The Argentinian greats Napoli years, chronicled in Asif Kapadias latest, show real pressures of adulation compared to todays walled-away talents
When I sat down in a cinema to watch Emir Kusturicas documentary about Diego Maradona a decade or so ago, I still thought of myself as a Pel man. The Brazilian was the footballer who had dominated my adolescence, which is usually the time of life at which we acquire the heroes to whom we remain in thrall. Kusturicas film made me reconsider that loyalty. He made me think that those who believed Maradona was the greatest footballer of all time might have a point.
It was a mad film about a mad life, starting with a quote from Jorge Luis Borges and finishing with a song from Manu Chao. There was a lot of weird stuff in between. But the Serbian director also included enough football to persuade me that Maradona bent matches to his will in the way no one had done before, and that if we were trying to decide on the very greatest, a stupid but fun thing to do, then this might be the truest measure.
Asif Kapadias new film about Maradona, which opened last week, makes me think again. The director of documentaries about Ayrton Senna and Amy Winehouse chooses to concentrate on a particular period of the players career, his years with Napoli, which included the 1986 World Cup in which he led Argentina to victory. The before and the after from the childhood in a Buenos Aires slum and the ill-fated arrival in Europe with Barcelona to the bitter defeat to West Germany at San Siro in 1990 and the pathos of his late middle age are also included. But what happened to him from 1984 to 1991, between the ages of 23 and 30, is the only real focus, and Kapadia makes it seem brutally short.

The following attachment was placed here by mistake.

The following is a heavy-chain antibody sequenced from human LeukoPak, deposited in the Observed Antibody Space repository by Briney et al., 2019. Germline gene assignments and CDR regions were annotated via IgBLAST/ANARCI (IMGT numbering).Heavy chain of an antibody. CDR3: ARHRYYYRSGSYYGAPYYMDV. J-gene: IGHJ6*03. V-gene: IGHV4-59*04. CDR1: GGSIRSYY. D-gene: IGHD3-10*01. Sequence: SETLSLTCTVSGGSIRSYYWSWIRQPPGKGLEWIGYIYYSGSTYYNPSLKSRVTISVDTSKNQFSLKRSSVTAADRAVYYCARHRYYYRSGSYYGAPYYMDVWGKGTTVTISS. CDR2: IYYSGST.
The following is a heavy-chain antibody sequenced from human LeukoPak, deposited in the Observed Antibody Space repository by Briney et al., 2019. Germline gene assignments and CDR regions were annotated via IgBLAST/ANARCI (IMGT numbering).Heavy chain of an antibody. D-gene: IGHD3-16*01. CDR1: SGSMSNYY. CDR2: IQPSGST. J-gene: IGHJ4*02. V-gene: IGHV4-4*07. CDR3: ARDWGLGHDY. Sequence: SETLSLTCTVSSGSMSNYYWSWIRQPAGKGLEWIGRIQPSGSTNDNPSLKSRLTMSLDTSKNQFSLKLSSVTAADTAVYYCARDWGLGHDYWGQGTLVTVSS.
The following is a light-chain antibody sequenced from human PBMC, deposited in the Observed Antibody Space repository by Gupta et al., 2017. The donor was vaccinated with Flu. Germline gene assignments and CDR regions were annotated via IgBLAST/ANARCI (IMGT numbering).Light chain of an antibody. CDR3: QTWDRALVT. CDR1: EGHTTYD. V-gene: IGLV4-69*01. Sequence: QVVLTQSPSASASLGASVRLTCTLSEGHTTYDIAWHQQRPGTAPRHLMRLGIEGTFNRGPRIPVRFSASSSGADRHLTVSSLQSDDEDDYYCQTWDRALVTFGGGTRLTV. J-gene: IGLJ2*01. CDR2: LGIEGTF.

As an admirer of the directors immersive approach to documentary-making, I found it a little overcooked. A film that begins with a lunatic car journey through the streets of Naples seldom takes its foot off the throttle. You could argue that Maradonas life was like that, but it wouldnt be entirely true. Nor was the football he played a constant barrage of thud and crunch, as Kapadia and his sound-effects team make it seem. There was poetry as well as percussion in there, although the director is right to link the two goals against England in the Azteca to the appalling smash to Maradonas face delivered by Terry Fenwick did he really play for England, or was it just a bad dream? earlier in the match.
Kusturica found some poetry when he led the footballer out of a people-carrier and confronted him with Manu Chao leaning against a storefront, strumming a guitar and singing a song about his life: If I were Maradona / I would live like him Maradonas eyes are hidden, but you can sense the play of emotions behind his wraparound shades as he listens to Chao sing about a life of a thousand rockets, a thousand friends.